The planetary in William Morris's late romances
Journal of William Morris Studies
William Morris Society
15 - 30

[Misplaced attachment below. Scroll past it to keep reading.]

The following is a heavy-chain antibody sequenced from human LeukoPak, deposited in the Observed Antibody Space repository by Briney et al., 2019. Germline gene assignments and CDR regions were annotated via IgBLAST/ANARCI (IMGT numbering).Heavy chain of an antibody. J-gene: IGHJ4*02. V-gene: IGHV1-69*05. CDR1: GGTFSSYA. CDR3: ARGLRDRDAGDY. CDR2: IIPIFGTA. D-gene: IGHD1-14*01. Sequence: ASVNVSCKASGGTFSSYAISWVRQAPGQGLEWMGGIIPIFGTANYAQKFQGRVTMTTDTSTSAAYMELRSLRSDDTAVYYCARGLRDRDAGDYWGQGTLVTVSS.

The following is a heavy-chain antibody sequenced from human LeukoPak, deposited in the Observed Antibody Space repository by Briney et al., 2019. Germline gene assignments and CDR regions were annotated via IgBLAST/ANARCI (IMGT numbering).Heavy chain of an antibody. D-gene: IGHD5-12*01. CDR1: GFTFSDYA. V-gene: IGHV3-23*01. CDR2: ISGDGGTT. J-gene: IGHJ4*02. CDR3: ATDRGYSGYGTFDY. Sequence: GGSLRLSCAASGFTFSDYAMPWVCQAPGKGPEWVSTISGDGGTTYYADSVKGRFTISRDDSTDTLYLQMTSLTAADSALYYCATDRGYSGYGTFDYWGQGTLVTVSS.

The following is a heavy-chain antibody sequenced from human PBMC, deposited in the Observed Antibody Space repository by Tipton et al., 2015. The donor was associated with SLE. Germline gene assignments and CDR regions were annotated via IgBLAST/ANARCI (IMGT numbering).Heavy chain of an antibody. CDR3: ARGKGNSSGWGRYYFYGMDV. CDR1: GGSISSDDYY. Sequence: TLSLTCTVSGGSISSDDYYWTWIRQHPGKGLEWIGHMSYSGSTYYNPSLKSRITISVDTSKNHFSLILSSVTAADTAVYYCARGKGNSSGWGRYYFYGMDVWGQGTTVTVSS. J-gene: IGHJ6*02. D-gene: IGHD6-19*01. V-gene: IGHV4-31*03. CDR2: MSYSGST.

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The metaphor of the wet highway, which Morris had rehearsed in the Water of the Wondrous Isles prior to its appearance in The Sundering Flood, ascribes to the flood the qualities associated with an artifice. The flood functions more effectively than its human-made counterpart, the road. In this description, connection to distant lands appears as natural as the rivers, seas and oceans themselves – it does not have to be mediated by technological developments that are shaped by the capitalist mode of production. Morris’s approach here resonates with today’s discourse on planetarity, which focuses on ecological networks that rival capitalist globalisation. As Amy Elias and Christian Morale write, the planetary indicates ‘a historically unprecedented web of relations among peoples, cultures, locales’ that have an ecological basis.2 This essay argues that William Morris’s late prose romances construe the planetary, and that, for Morris, such webs have a primeval character rather than constituting a recent development.